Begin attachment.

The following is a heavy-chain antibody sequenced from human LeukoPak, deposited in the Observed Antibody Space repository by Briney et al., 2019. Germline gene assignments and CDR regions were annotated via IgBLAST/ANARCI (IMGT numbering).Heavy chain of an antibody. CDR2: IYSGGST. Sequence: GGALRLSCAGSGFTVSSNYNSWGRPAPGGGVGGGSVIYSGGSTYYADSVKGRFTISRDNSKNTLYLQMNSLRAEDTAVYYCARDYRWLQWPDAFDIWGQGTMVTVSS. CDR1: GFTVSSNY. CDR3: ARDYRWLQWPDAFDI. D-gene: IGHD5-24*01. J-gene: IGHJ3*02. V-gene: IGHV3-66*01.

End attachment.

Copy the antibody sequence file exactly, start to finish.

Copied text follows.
The following is a heavy-chain antibody sequenced from human LeukoPak, deposited in the Observed Antibody Space repository by Briney et al., 2019. Germline gene assignments and CDR regions were annotated via IgBLAST/ANARCI (IMGT numbering).Heavy chain of an antibody. CDR2: IYSGGST. Sequence: GGALRLSCAGSGFTVSSNYNSWGRPAPGGGVGGGSVIYSGGSTYYADSVKGRFTISRDNSKNTLYLQMNSLRAEDTAVYYCARDYRWLQWPDAFDIWGQGTMVTVSS. CDR1: GFTVSSNY. CDR3: ARDYRWLQWPDAFDI. D-gene: IGHD5-24*01. J-gene: IGHJ3*02. V-gene: IGHV3-66*01.